Some people don’t realize that the performance of their hard drive can be affected by how fragmented the files are on it. That’s why sometimes after doing a fresh Windows installation I will take a baseline benchmark for the hard drive that I can use down the road to see if my computer’s declining performance is related to the hard drive fragmentation.
DiskBench is a pretty good tool for benchmarking a hard drive. You can have it test file copy speeds, entire directory copying, read speeds, or write speeds (by creating a file). It’s a simple no-install/portable program that I’ve found to be pretty useful the few times I’ve actually fired it up.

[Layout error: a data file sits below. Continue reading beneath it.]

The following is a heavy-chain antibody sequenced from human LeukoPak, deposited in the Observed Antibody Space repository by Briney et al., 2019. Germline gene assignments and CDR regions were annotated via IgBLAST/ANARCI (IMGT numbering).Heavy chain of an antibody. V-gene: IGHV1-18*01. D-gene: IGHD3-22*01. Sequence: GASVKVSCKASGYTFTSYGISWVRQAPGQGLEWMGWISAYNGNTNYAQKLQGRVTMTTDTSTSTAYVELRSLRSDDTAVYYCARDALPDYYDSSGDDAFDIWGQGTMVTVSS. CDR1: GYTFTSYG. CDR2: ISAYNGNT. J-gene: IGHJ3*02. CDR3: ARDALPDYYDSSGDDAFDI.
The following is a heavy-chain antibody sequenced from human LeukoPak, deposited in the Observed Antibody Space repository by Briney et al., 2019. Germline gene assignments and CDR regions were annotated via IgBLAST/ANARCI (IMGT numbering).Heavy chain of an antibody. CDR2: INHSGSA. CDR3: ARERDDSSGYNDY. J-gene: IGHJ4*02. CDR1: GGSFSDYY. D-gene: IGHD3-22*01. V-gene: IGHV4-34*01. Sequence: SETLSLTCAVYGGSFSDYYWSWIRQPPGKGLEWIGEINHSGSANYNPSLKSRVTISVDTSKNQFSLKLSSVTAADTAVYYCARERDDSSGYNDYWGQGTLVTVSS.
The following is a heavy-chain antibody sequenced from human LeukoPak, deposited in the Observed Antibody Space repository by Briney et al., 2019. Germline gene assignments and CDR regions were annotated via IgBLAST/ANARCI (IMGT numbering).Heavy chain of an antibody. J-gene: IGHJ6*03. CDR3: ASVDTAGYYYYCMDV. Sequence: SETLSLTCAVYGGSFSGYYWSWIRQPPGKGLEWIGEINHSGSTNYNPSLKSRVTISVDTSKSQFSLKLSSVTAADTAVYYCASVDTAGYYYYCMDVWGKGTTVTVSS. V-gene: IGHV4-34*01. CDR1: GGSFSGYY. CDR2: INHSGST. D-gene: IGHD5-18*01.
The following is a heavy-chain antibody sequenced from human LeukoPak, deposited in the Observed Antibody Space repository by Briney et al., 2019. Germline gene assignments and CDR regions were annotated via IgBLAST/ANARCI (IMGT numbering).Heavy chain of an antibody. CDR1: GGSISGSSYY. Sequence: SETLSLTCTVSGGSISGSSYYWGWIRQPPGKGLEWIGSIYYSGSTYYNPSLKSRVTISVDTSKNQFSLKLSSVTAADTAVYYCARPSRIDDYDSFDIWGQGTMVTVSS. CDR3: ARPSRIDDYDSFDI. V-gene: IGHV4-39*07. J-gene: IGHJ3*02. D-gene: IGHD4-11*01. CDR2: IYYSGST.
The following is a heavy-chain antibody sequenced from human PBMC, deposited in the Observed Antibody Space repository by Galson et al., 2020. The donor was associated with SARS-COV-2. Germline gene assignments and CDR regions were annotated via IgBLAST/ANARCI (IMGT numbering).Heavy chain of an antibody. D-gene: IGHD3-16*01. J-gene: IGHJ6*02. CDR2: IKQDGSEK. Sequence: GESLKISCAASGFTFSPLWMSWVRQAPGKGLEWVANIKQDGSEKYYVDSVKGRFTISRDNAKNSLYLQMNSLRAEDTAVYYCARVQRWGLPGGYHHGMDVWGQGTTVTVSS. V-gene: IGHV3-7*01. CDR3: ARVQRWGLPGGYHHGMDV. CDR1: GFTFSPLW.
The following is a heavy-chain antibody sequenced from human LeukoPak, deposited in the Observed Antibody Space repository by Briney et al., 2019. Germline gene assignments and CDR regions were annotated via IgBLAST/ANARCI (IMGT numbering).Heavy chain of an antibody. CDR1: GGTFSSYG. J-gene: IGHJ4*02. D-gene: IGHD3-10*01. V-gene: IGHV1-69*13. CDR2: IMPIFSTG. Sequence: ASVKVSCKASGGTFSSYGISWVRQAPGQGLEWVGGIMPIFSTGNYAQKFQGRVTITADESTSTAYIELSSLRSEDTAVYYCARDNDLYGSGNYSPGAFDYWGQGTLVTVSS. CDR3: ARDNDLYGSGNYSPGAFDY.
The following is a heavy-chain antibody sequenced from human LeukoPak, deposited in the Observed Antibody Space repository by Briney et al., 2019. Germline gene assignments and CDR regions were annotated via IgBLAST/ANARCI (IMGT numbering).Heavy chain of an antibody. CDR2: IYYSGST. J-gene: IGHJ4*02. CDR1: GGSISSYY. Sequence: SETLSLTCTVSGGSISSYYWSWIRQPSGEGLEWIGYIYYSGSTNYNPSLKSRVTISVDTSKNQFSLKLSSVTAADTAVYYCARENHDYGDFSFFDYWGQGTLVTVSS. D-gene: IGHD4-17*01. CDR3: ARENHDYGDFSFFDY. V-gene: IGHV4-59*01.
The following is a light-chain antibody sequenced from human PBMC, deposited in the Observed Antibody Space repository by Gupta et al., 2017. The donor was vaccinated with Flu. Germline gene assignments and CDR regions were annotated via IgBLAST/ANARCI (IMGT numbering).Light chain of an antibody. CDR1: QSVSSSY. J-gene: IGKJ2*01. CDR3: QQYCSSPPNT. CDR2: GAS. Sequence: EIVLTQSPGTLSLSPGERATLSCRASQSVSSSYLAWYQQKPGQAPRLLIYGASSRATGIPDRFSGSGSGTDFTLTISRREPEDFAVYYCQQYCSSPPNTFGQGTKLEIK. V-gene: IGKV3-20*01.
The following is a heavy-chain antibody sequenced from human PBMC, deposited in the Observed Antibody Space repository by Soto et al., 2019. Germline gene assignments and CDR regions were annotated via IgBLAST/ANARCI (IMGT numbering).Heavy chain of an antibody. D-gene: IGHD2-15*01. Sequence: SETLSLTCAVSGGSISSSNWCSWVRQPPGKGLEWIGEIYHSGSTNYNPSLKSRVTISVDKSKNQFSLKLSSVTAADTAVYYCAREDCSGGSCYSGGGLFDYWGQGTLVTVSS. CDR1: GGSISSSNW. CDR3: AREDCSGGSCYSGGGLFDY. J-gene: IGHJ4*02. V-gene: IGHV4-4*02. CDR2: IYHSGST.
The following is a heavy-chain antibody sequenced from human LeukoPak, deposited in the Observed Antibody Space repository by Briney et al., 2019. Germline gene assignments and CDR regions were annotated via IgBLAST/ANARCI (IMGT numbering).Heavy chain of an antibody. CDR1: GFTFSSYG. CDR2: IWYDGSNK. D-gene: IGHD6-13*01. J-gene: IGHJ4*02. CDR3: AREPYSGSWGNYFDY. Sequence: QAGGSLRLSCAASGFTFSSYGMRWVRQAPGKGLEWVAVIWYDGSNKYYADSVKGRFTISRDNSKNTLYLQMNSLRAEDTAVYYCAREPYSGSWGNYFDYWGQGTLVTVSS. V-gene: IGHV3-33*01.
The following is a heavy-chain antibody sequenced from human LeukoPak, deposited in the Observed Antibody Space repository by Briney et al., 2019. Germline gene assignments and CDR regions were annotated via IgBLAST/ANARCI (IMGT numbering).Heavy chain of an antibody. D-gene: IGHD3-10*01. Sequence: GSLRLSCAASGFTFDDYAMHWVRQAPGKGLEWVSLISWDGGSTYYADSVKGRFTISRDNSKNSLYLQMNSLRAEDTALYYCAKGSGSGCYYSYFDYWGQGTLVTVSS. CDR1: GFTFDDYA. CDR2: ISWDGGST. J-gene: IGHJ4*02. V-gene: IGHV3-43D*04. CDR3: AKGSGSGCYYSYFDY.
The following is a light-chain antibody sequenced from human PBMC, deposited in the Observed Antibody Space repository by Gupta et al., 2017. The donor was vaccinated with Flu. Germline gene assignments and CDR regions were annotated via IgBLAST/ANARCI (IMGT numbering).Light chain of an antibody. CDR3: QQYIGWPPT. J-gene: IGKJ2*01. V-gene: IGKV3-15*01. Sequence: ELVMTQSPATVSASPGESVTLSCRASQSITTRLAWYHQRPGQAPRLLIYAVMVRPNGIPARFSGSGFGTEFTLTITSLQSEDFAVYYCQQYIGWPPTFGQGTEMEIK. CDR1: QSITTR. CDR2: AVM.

One of the more interesting features it has is the ability to create files of varying sizes in a single batch. This can be useful to figure out if a hard drive’s performance only starts to decline when a file transfer/copy hits a particular size. It will output the size of each test file along with the transfer rate.
I’m sure you won’t be likely to use this a whole lot, but seeing that it’s portable means you can just drop it in a folder so that you have it handy.
DiskBench Homepage (Windows only; Freeware)